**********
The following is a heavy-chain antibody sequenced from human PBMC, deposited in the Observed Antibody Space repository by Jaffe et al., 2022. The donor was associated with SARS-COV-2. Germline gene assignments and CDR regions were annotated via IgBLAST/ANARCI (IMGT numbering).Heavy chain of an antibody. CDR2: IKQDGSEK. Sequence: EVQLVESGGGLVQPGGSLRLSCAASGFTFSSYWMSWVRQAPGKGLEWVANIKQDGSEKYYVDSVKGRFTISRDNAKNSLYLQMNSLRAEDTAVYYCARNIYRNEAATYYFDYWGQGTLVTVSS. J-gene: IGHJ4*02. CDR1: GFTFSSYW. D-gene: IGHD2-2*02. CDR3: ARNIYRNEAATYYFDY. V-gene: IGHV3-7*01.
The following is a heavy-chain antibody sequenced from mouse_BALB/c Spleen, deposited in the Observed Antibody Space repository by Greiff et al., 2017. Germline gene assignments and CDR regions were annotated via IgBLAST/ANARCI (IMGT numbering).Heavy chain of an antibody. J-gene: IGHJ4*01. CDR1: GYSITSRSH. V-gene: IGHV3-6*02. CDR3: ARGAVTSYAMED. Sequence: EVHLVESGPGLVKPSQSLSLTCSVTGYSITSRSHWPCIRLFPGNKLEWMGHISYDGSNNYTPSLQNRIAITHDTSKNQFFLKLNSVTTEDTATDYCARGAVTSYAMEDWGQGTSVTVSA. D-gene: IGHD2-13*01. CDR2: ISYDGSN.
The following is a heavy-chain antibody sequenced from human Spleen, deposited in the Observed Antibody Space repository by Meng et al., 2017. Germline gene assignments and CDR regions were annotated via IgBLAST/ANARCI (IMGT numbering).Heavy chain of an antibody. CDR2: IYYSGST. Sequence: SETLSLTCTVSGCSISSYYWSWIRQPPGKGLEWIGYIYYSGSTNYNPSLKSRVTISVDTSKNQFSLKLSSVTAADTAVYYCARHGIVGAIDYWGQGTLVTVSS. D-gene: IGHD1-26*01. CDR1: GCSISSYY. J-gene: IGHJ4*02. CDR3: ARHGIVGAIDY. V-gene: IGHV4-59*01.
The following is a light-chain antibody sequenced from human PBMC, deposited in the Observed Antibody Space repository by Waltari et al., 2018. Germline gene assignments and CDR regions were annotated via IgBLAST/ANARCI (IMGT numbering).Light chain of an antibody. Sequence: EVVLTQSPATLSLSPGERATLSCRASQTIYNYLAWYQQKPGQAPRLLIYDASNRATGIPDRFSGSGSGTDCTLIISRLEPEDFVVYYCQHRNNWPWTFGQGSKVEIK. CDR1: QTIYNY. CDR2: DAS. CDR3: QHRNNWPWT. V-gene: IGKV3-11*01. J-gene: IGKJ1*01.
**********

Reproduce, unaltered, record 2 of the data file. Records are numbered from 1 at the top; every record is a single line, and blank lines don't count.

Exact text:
The following is a heavy-chain antibody sequenced from mouse_BALB/c Spleen, deposited in the Observed Antibody Space repository by Greiff et al., 2017. Germline gene assignments and CDR regions were annotated via IgBLAST/ANARCI (IMGT numbering).Heavy chain of an antibody. J-gene: IGHJ4*01. CDR1: GYSITSRSH. V-gene: IGHV3-6*02. CDR3: ARGAVTSYAMED. Sequence: EVHLVESGPGLVKPSQSLSLTCSVTGYSITSRSHWPCIRLFPGNKLEWMGHISYDGSNNYTPSLQNRIAITHDTSKNQFFLKLNSVTTEDTATDYCARGAVTSYAMEDWGQGTSVTVSA. D-gene: IGHD2-13*01. CDR2: ISYDGSN.